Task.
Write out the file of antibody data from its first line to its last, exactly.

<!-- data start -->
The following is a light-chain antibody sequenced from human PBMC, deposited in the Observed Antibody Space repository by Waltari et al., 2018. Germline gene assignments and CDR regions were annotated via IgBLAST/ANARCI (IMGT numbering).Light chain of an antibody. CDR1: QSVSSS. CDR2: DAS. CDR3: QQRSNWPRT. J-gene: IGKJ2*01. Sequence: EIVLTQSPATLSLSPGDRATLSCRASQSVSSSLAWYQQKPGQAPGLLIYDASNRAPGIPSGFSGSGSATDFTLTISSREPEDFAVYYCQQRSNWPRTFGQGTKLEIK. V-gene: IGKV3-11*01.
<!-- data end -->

The following is a light-chain antibody sequenced from human PBMC, deposited in the Observed Antibody Space repository by Waltari et al., 2018. Germline gene assignments and CDR regions were annotated via IgBLAST/ANARCI (IMGT numbering).Light chain of an antibody. CDR1: QSVSSS. CDR2: DAS. CDR3: QQRSNWPRT. J-gene: IGKJ2*01. Sequence: EIVLTQSPATLSLSPGDRATLSCRASQSVSSSLAWYQQKPGQAPGLLIYDASNRAPGIPSGFSGSGSATDFTLTISSREPEDFAVYYCQQRSNWPRTFGQGTKLEIK. V-gene: IGKV3-11*01.